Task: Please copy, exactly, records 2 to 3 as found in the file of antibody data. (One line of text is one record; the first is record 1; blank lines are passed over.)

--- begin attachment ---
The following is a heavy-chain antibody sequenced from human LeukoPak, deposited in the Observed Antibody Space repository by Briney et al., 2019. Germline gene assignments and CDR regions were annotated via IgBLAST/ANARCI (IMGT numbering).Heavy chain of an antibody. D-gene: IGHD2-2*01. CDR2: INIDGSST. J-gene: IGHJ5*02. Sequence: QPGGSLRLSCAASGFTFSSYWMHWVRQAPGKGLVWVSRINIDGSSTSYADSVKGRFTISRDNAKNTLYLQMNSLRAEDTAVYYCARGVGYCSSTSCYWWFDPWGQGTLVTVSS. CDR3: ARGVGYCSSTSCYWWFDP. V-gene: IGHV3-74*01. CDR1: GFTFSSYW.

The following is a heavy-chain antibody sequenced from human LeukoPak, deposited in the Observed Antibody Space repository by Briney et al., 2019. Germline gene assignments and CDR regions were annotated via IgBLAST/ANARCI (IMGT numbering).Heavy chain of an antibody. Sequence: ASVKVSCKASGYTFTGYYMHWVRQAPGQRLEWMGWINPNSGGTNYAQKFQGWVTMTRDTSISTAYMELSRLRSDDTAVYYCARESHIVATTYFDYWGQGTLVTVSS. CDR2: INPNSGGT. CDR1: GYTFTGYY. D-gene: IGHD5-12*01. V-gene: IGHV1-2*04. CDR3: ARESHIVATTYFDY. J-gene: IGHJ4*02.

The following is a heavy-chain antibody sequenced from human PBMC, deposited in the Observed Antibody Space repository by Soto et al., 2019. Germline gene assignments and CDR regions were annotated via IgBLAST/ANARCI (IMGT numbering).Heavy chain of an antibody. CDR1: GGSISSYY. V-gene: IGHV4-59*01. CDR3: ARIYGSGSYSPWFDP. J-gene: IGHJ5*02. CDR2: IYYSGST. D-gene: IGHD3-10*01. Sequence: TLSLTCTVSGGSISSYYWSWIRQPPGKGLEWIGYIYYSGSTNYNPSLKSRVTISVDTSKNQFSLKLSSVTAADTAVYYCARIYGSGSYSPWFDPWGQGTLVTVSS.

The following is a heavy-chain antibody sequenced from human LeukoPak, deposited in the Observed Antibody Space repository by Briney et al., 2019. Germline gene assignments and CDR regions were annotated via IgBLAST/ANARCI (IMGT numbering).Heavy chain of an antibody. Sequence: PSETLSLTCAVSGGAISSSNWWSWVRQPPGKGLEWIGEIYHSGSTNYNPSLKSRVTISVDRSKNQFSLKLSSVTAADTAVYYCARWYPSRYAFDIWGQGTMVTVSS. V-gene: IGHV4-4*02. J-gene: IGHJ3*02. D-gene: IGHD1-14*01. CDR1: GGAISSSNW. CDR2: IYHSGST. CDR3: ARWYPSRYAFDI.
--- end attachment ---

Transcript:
The following is a heavy-chain antibody sequenced from human LeukoPak, deposited in the Observed Antibody Space repository by Briney et al., 2019. Germline gene assignments and CDR regions were annotated via IgBLAST/ANARCI (IMGT numbering).Heavy chain of an antibody. Sequence: ASVKVSCKASGYTFTGYYMHWVRQAPGQRLEWMGWINPNSGGTNYAQKFQGWVTMTRDTSISTAYMELSRLRSDDTAVYYCARESHIVATTYFDYWGQGTLVTVSS. CDR2: INPNSGGT. CDR1: GYTFTGYY. D-gene: IGHD5-12*01. V-gene: IGHV1-2*04. CDR3: ARESHIVATTYFDY. J-gene: IGHJ4*02.

The following is a heavy-chain antibody sequenced from human PBMC, deposited in the Observed Antibody Space repository by Soto et al., 2019. Germline gene assignments and CDR regions were annotated via IgBLAST/ANARCI (IMGT numbering).Heavy chain of an antibody. CDR1: GGSISSYY. V-gene: IGHV4-59*01. CDR3: ARIYGSGSYSPWFDP. J-gene: IGHJ5*02. CDR2: IYYSGST. D-gene: IGHD3-10*01. Sequence: TLSLTCTVSGGSISSYYWSWIRQPPGKGLEWIGYIYYSGSTNYNPSLKSRVTISVDTSKNQFSLKLSSVTAADTAVYYCARIYGSGSYSPWFDPWGQGTLVTVSS.